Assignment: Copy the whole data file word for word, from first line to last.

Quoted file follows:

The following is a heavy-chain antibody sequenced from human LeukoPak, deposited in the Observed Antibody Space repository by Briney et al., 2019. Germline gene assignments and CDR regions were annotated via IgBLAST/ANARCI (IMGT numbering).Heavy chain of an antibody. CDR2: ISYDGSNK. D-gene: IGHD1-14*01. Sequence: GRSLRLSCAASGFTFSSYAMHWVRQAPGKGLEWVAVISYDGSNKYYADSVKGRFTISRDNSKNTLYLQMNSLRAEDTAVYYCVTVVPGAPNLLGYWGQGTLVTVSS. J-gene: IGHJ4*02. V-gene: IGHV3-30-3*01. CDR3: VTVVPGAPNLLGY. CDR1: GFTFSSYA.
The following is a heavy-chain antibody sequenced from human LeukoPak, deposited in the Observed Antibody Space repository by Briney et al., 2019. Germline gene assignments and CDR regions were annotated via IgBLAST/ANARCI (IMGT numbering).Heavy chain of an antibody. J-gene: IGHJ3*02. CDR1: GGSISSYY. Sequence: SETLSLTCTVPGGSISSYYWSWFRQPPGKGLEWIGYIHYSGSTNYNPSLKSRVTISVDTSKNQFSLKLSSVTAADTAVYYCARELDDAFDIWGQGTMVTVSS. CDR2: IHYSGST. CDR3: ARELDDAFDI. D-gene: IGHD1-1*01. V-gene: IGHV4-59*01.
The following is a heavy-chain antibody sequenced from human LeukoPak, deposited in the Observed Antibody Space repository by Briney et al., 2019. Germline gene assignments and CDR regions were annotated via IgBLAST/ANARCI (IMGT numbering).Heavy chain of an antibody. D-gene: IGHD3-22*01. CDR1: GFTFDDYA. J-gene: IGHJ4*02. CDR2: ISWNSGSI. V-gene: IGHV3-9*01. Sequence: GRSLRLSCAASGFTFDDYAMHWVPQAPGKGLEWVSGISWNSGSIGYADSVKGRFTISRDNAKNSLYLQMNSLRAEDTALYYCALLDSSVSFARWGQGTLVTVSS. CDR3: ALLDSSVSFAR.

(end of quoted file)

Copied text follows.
The following is a heavy-chain antibody sequenced from human LeukoPak, deposited in the Observed Antibody Space repository by Briney et al., 2019. Germline gene assignments and CDR regions were annotated via IgBLAST/ANARCI (IMGT numbering).Heavy chain of an antibody. CDR2: ISYDGSNK. D-gene: IGHD1-14*01. Sequence: GRSLRLSCAASGFTFSSYAMHWVRQAPGKGLEWVAVISYDGSNKYYADSVKGRFTISRDNSKNTLYLQMNSLRAEDTAVYYCVTVVPGAPNLLGYWGQGTLVTVSS. J-gene: IGHJ4*02. V-gene: IGHV3-30-3*01. CDR3: VTVVPGAPNLLGY. CDR1: GFTFSSYA.
The following is a heavy-chain antibody sequenced from human LeukoPak, deposited in the Observed Antibody Space repository by Briney et al., 2019. Germline gene assignments and CDR regions were annotated via IgBLAST/ANARCI (IMGT numbering).Heavy chain of an antibody. J-gene: IGHJ3*02. CDR1: GGSISSYY. Sequence: SETLSLTCTVPGGSISSYYWSWFRQPPGKGLEWIGYIHYSGSTNYNPSLKSRVTISVDTSKNQFSLKLSSVTAADTAVYYCARELDDAFDIWGQGTMVTVSS. CDR2: IHYSGST. CDR3: ARELDDAFDI. D-gene: IGHD1-1*01. V-gene: IGHV4-59*01.
The following is a heavy-chain antibody sequenced from human LeukoPak, deposited in the Observed Antibody Space repository by Briney et al., 2019. Germline gene assignments and CDR regions were annotated via IgBLAST/ANARCI (IMGT numbering).Heavy chain of an antibody. D-gene: IGHD3-22*01. CDR1: GFTFDDYA. J-gene: IGHJ4*02. CDR2: ISWNSGSI. V-gene: IGHV3-9*01. Sequence: GRSLRLSCAASGFTFDDYAMHWVPQAPGKGLEWVSGISWNSGSIGYADSVKGRFTISRDNAKNSLYLQMNSLRAEDTALYYCALLDSSVSFARWGQGTLVTVSS. CDR3: ALLDSSVSFAR.